11.Nd5! (A powerful pawn sacrifice, opening the central files.) 11...exd5 12.cxd5 Nxd5?! (Black does not have much choice. For example, after 12...g6 13.dxc6 dxc6 14.Nxc6! Bxc6 15.Qc2 Rc8?! 16.Bxa6, white wins a piece back with dividends.) 13.exd5 Qe5 14.Kf2 Ne7 (Capturing the pawn immediately with 14...Qxd5? leads to trouble after 15.Bc4!, for example 15...Qd6 16.Nxc6 Bxc6 17.Re1 Qxd1 18.Rcxd1 Be7 19.Bxb6 and black's position is in disarray; or 15...Qe5 16.Nxc6 Bxc6 17.Bd4 Qg5 18.h4 Qh6 19.Re1+ Be7 20.Be3 Qg6 21.Bg5 f6 22.Qe2 and white wins.) 15.Qd2! Nxd5?! (Black decides to snap up a pawn, asking white to demonstrate his attacking skills against the king in the middle.)
16.Bg5! (The black king is caught in the middle and white threatens to win the black queen with 17.Re1.) 16...Ne7 (Crawling backward, but after 16...Be7 17.Re1 Qd6 18.Nf5 Qc5+ 19.Be3 Nxe3 20.Qxe3, white wins material.) 17.Bc4! f6? (Losing the queen, but black was in dire straits anyway, for example 17...Qd6 18.Qe3 [threatening 19.Nf5] 18...g6 19.Bf4 Qf6 20.Be5 wins; or 17...b5 18.Rhe1 Qd6 19.Bxe7 Bxe7 20.Rxe7+! Qxe7 21.Re1 bxc4 22.Rxe7+ Kxe7 23.Qb4+ wins. Finally, after 17...g6 18.Rhe1 Qd6 19.Bf4 Qf6 20.Kf1! black is tied up and white should win, for example 20...Rh7 21.Ba2 Bc6 22.Nxc6 dxc6 23.Bg5 Qf5 24.Bxe7 Bxe7 25.Qd6 Qd7 26.Rxe7+ Qxe7 27.Qxc6+ etc.) 18.Bf4! Qa5 19.b4 Qa4 20.Bb3 Qxa3 21.Ra1 (Trapping the black queen.) Black resigned.
A fine opening manual
It has been a daunting task to squeeze all chess openings into one book and explain them well. One of the best books on the subject, "The Ideas Behind the Chess Openings," was written by American grandmaster Reuben Fine 66 years ago. "It has been said that ideas are weapons. That is certainly as true in chess as in any other field. A mastery of a little theory which conveys real understanding of the game is infinitely more valuable than a carefully memorized compilation of endless moves," Fine wrote in the preface to his 240-page classic.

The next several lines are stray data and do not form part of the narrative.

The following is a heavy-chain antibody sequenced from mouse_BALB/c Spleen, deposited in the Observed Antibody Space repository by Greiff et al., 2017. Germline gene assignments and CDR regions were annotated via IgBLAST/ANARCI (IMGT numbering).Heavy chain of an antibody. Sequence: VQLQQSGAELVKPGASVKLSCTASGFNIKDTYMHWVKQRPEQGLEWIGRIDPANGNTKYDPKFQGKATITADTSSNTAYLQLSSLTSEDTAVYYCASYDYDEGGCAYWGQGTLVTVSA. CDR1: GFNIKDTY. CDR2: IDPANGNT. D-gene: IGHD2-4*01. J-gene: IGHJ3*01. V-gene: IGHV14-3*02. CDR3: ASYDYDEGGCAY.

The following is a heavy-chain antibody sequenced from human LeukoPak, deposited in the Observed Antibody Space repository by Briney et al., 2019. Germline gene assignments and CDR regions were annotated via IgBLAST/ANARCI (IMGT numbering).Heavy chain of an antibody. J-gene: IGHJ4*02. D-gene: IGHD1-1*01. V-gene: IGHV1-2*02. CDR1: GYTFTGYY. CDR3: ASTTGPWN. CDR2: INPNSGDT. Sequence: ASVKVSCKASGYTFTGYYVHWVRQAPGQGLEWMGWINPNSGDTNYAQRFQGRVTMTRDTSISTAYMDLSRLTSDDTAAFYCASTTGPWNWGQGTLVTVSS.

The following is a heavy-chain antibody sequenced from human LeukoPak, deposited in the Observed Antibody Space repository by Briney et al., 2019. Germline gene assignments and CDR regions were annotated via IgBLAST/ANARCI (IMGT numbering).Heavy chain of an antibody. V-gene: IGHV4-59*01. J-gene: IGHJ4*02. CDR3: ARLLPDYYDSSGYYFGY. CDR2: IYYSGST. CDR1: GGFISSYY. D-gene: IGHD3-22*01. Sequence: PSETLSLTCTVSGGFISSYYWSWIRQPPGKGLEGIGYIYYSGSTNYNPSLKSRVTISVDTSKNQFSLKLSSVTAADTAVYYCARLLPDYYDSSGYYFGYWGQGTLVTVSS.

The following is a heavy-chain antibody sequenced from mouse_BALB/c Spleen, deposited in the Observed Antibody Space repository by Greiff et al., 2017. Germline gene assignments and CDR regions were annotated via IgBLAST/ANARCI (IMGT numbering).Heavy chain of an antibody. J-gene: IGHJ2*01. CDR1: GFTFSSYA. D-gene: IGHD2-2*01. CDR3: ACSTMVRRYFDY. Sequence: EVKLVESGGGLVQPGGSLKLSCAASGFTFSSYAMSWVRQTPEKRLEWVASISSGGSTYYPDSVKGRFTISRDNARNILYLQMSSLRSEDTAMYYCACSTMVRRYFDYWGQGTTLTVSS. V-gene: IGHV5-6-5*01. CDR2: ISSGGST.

The Dutch grandmaster Paul van der Sterren has taken Fine's idea into the 21st century. His book "FCO: Fundamental Chess Openings," recently published by Gambit Publications, is double the size of Fine's book. The Dutchman, one of the best opening experts, has observed trends for the last three decades. His book reflects the current standing of each opening and explains it logically in a nice, readable style. Variations are kept to a minimum, but there are enough of them to underscore the main ideas. The book should be an eye-opener for any chess player who is interested in openings and curious about how far they have progressed and where they are going.
The 36th Annual Eastern Open, a traditional eight-round Swiss event in five sections, is scheduled for Dec. 27-30 at the downtown Westin Washington hotel (1400 M St. NW). More information about one of the most important tournaments in the D.C. area is at http:/
Solution to last week's puzzle
White wins by Henri Rinck (White: Kf1,Ne4,P:b3,d4,e6,h6; Black: Ka5,Rg8,P:a6,b4,d7,h7): 1.e7 Re8! 2.Nd6 Rxe7 3.d5! (Zugzwang! Black has to move either the king or the rook into a fork and white wins.) 3...Kb6 4.Nc8+ Kc5 5.Nxe7 Kd4 6.Nc6+! Kc3 7.Na5 wins.